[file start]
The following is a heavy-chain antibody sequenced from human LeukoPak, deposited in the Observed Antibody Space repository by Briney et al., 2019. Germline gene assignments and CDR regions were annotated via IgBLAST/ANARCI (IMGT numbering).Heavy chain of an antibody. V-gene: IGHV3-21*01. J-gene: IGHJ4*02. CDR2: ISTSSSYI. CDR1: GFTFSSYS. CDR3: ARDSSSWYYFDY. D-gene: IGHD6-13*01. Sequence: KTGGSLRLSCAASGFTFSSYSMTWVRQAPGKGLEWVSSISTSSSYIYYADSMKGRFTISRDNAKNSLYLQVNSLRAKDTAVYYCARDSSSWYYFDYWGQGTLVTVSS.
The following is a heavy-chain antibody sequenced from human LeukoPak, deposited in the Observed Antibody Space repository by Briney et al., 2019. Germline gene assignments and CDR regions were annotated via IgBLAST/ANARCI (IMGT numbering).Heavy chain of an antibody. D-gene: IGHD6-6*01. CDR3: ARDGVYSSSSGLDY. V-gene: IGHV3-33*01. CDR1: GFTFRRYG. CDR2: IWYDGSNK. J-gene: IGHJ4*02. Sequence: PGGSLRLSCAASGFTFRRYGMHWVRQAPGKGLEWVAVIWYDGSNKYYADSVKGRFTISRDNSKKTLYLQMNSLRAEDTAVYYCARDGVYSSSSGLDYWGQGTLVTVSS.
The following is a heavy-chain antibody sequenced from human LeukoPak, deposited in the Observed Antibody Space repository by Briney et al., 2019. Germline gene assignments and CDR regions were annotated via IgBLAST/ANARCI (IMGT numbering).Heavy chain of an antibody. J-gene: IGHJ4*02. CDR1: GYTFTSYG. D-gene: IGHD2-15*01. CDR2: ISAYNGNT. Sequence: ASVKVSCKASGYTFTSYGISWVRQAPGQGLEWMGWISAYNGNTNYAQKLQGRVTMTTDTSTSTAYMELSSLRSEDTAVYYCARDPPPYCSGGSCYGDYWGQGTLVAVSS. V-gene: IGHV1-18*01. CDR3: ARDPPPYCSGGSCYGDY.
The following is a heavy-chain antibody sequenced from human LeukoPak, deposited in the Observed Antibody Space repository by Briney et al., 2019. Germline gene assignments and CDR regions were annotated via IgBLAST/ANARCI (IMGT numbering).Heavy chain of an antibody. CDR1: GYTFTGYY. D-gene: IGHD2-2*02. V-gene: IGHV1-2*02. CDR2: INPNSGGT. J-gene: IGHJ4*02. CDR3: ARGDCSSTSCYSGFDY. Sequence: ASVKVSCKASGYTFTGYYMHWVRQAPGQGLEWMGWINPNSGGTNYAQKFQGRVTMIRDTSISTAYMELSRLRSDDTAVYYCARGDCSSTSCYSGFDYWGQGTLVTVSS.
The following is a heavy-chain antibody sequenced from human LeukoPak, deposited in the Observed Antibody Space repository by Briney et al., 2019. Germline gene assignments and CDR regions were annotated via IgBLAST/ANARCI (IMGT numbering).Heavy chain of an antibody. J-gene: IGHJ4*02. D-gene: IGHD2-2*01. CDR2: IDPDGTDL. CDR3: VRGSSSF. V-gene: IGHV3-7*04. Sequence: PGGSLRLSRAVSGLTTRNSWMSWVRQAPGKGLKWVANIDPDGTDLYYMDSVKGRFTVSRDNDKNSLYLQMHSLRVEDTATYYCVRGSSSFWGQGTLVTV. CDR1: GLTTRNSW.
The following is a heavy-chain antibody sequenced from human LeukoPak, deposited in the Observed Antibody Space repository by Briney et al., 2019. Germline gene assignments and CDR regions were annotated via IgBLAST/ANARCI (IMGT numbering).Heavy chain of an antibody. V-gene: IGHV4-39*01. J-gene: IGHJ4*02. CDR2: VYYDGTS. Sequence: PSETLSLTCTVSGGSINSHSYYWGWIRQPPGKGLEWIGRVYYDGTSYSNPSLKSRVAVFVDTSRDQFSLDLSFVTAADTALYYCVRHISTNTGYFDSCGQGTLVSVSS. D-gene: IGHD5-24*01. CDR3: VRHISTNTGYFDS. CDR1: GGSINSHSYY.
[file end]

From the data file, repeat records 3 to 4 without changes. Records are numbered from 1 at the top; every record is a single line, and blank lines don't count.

The following is a heavy-chain antibody sequenced from human LeukoPak, deposited in the Observed Antibody Space repository by Briney et al., 2019. Germline gene assignments and CDR regions were annotated via IgBLAST/ANARCI (IMGT numbering).Heavy chain of an antibody. J-gene: IGHJ4*02. CDR1: GYTFTSYG. D-gene: IGHD2-15*01. CDR2: ISAYNGNT. Sequence: ASVKVSCKASGYTFTSYGISWVRQAPGQGLEWMGWISAYNGNTNYAQKLQGRVTMTTDTSTSTAYMELSSLRSEDTAVYYCARDPPPYCSGGSCYGDYWGQGTLVAVSS. V-gene: IGHV1-18*01. CDR3: ARDPPPYCSGGSCYGDY.
The following is a heavy-chain antibody sequenced from human LeukoPak, deposited in the Observed Antibody Space repository by Briney et al., 2019. Germline gene assignments and CDR regions were annotated via IgBLAST/ANARCI (IMGT numbering).Heavy chain of an antibody. CDR1: GYTFTGYY. D-gene: IGHD2-2*02. V-gene: IGHV1-2*02. CDR2: INPNSGGT. J-gene: IGHJ4*02. CDR3: ARGDCSSTSCYSGFDY. Sequence: ASVKVSCKASGYTFTGYYMHWVRQAPGQGLEWMGWINPNSGGTNYAQKFQGRVTMIRDTSISTAYMELSRLRSDDTAVYYCARGDCSSTSCYSGFDYWGQGTLVTVSS.